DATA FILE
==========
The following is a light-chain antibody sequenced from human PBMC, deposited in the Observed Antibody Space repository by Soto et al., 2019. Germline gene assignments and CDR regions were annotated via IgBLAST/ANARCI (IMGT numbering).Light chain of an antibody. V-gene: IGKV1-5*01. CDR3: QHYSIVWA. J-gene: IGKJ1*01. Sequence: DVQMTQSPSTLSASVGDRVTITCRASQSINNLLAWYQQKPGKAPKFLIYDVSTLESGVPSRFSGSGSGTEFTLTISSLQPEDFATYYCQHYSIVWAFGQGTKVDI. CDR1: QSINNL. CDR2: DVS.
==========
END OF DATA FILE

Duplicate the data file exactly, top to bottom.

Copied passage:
The following is a light-chain antibody sequenced from human PBMC, deposited in the Observed Antibody Space repository by Soto et al., 2019. Germline gene assignments and CDR regions were annotated via IgBLAST/ANARCI (IMGT numbering).Light chain of an antibody. V-gene: IGKV1-5*01. CDR3: QHYSIVWA. J-gene: IGKJ1*01. Sequence: DVQMTQSPSTLSASVGDRVTITCRASQSINNLLAWYQQKPGKAPKFLIYDVSTLESGVPSRFSGSGSGTEFTLTISSLQPEDFATYYCQHYSIVWAFGQGTKVDI. CDR1: QSINNL. CDR2: DVS.